According to Harry Westfahl Jr., Director of the Brazilian Synchrotron Light National Laboratory (LNLS/CNPEM), Sirius will be more efficient with more beamlines open to researchers. “The development of new experimental stations in equipment like Sirius takes place over several years, in other words, it is a project that should be constantly expanding so that more Brazilian researchers can have advanced scientific resources at their disposal which are in line with the challenges that the future holds for us,” he notes.
Maximum biosafety laboratory
The PAC funding also will be invested in a new project at CNPEM requested by MCTI that involves creating a laboratory for advanced research involving pathogens, the first of its kind in Latin America and the only one in the world connected to a synchrotron light source.
Called Orion in homage to the constellation with three stars that point toward the star Sirius, the new laboratory complex will span roughly 20,000 square meters and be constructed on the CNPEM campus in Campinas, São Paulo. Orion will combine high-level biosafety facilities (BSL-3 and BSL-4), laboratory infrastructure, analytical techniques, electron microscopy and cryomicroscopy, and will also be connected to three of Sirius’s research stations.
This structure will permit research on diseases caused by biological agents that are highly transmissible or whose transmission routes or biological aspects are still unknown, which are classified as biosafety risk level 4 pathogens.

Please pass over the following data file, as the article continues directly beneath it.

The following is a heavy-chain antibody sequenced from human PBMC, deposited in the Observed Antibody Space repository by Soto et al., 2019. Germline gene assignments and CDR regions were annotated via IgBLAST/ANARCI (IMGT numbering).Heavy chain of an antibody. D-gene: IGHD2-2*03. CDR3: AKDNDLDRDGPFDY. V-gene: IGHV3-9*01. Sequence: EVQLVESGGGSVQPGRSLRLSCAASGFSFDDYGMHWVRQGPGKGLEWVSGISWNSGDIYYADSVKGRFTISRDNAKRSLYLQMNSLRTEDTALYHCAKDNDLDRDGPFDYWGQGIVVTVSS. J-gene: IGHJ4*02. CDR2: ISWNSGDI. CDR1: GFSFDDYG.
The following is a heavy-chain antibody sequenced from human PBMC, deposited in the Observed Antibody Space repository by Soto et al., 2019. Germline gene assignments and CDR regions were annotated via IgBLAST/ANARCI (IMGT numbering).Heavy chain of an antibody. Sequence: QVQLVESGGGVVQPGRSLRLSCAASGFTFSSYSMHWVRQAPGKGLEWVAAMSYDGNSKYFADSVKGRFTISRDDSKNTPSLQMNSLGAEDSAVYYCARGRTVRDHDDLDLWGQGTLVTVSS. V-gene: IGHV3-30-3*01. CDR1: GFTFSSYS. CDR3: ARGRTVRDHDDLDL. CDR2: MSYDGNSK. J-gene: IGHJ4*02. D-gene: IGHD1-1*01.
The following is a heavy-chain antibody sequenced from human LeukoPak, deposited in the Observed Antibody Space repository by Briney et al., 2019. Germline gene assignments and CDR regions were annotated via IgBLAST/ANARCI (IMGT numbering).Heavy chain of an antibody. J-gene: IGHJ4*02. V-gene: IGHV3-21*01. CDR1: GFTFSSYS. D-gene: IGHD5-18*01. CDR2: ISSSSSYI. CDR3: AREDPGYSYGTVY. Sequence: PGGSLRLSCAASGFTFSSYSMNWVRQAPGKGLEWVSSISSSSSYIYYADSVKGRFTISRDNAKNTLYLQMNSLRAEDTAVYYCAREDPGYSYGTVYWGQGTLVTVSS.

“This investment renews the MCTI and Brazilian federal government’s recognition of the strategic value of the projects CNPEM has been conducting over so many years. We are working to strengthen the national science, technology, and innovation system by providing competitive infrastructure to obtain answers for the most challenging problems that society currently faces, and for those that are yet to come,” says CNPEM Director General Antonio José Roque da Silva.
With a sophisticated and vibrant environment for research and development that is the only one of its kind in Brazil and found in only a few scientific centers in the world, the Brazilian Center for Research in Energy and Materials (CNPEM) is a private, non-profit organization overseen by the Ministry of Science, Technology and Innovation (MCTI). The Center operates four national laboratories and is home to Sirius, the most complex project in Brazilian science and one of the world’s most advanced synchrotron light sources. CNPEM is home to highly specialized multi-thematic teams, globally competitive lab infrastructure that is open to the scientific community, strategic lines of research, innovative projects in partnerships with the productive sector, and training for researchers and students. The Center is an environment driven by research into solutions that impact the areas of health, energy and renewable materials, agri-environmental, and quantum technologies. Through the CNPEM 360 platform users can take immersive virtual visits to all the laboratories in Campinas (SP), as well as obtain information about the work conducted there and resources available to the scientific and business communities. In 2022, with support from the Brazilian Ministry of Education (MEC), CNPEM expanded its activities with the opening of the Ilum School of Science. This interdisciplinary program in science, technology, and innovation implements innovative ideas to provide a high quality free and full-time undergraduate education immersed in the research environment at CNPEM.